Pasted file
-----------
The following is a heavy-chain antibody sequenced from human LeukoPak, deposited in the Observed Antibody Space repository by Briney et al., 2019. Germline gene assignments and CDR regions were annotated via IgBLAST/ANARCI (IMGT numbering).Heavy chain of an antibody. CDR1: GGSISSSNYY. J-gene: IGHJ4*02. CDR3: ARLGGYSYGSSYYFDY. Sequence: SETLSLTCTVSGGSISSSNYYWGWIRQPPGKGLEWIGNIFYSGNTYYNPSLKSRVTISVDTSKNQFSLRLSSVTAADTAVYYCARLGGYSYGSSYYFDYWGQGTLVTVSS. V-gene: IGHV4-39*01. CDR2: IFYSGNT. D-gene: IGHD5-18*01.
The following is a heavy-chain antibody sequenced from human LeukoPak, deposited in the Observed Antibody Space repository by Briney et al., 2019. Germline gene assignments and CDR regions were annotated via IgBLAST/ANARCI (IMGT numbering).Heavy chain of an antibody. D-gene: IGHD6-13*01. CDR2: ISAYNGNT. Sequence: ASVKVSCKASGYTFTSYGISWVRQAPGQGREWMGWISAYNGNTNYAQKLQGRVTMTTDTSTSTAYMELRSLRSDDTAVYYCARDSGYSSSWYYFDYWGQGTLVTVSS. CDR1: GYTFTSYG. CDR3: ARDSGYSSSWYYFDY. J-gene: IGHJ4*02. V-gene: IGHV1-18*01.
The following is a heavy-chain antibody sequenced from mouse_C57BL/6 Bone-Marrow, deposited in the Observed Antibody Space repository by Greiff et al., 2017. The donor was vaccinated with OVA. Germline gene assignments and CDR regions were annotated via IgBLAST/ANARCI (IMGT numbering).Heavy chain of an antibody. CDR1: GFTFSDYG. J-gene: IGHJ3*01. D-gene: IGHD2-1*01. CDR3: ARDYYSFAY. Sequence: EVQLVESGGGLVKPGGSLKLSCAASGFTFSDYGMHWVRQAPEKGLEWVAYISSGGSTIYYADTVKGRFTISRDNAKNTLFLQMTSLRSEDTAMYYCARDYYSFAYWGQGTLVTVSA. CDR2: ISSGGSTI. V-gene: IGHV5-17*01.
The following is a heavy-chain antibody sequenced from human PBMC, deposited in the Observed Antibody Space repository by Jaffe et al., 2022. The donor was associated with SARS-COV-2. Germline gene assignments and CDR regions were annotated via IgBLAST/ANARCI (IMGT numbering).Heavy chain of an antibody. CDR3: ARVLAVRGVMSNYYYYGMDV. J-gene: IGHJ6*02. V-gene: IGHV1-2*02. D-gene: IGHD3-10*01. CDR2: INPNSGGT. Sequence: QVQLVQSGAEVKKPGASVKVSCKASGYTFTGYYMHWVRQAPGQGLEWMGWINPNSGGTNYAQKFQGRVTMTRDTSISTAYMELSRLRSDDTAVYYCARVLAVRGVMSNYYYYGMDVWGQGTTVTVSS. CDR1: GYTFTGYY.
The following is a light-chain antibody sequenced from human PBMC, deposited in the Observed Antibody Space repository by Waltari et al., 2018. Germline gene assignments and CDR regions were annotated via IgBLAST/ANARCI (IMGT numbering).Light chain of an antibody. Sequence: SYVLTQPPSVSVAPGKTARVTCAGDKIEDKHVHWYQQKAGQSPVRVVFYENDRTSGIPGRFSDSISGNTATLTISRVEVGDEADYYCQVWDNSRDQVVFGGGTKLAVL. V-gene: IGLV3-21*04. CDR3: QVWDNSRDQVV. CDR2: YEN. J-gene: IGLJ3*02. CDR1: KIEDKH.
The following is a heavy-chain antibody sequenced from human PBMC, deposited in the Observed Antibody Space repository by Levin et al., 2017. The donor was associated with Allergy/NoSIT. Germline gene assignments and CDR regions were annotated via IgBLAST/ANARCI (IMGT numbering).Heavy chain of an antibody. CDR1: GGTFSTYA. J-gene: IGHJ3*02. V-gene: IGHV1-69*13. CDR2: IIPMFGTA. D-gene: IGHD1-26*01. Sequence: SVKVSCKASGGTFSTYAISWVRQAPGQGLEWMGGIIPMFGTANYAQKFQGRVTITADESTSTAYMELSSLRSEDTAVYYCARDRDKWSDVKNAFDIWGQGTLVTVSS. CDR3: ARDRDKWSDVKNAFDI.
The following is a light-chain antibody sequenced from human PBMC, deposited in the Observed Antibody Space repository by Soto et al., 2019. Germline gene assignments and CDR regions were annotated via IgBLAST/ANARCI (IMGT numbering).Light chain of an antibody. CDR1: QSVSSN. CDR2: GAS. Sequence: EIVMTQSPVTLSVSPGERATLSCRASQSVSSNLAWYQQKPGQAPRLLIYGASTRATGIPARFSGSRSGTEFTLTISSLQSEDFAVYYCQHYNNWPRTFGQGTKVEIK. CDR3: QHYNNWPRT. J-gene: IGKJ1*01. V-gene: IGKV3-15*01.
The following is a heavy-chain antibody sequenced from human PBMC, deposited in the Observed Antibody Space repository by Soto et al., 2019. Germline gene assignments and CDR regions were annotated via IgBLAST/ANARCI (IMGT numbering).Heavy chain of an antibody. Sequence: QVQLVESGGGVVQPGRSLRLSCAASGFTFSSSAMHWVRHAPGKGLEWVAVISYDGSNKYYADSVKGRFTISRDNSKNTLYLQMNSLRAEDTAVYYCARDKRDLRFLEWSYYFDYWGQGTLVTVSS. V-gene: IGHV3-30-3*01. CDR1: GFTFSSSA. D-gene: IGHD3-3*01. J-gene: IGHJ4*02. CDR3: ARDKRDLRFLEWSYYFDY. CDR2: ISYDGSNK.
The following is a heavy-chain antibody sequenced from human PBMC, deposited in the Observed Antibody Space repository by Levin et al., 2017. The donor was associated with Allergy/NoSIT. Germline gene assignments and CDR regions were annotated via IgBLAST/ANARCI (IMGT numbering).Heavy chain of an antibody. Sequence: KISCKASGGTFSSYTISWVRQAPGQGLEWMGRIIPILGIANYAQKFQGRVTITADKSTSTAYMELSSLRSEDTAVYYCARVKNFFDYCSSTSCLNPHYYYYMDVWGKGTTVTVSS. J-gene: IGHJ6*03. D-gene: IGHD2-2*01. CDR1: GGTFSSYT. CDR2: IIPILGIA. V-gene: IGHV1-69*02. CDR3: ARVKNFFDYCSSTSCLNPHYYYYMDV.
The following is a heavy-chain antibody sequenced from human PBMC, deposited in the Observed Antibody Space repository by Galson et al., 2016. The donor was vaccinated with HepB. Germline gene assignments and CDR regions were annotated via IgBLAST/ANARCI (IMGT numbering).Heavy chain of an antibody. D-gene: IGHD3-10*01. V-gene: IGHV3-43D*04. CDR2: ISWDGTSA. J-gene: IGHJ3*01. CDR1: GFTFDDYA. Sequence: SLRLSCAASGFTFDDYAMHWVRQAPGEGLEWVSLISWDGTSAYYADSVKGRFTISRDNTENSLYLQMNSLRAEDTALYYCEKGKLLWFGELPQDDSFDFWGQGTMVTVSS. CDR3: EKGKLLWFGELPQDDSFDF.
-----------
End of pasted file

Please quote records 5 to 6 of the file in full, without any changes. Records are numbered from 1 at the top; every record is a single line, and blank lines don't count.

The following is a light-chain antibody sequenced from human PBMC, deposited in the Observed Antibody Space repository by Waltari et al., 2018. Germline gene assignments and CDR regions were annotated via IgBLAST/ANARCI (IMGT numbering).Light chain of an antibody. Sequence: SYVLTQPPSVSVAPGKTARVTCAGDKIEDKHVHWYQQKAGQSPVRVVFYENDRTSGIPGRFSDSISGNTATLTISRVEVGDEADYYCQVWDNSRDQVVFGGGTKLAVL. V-gene: IGLV3-21*04. CDR3: QVWDNSRDQVV. CDR2: YEN. J-gene: IGLJ3*02. CDR1: KIEDKH.
The following is a heavy-chain antibody sequenced from human PBMC, deposited in the Observed Antibody Space repository by Levin et al., 2017. The donor was associated with Allergy/NoSIT. Germline gene assignments and CDR regions were annotated via IgBLAST/ANARCI (IMGT numbering).Heavy chain of an antibody. CDR1: GGTFSTYA. J-gene: IGHJ3*02. V-gene: IGHV1-69*13. CDR2: IIPMFGTA. D-gene: IGHD1-26*01. Sequence: SVKVSCKASGGTFSTYAISWVRQAPGQGLEWMGGIIPMFGTANYAQKFQGRVTITADESTSTAYMELSSLRSEDTAVYYCARDRDKWSDVKNAFDIWGQGTLVTVSS. CDR3: ARDRDKWSDVKNAFDI.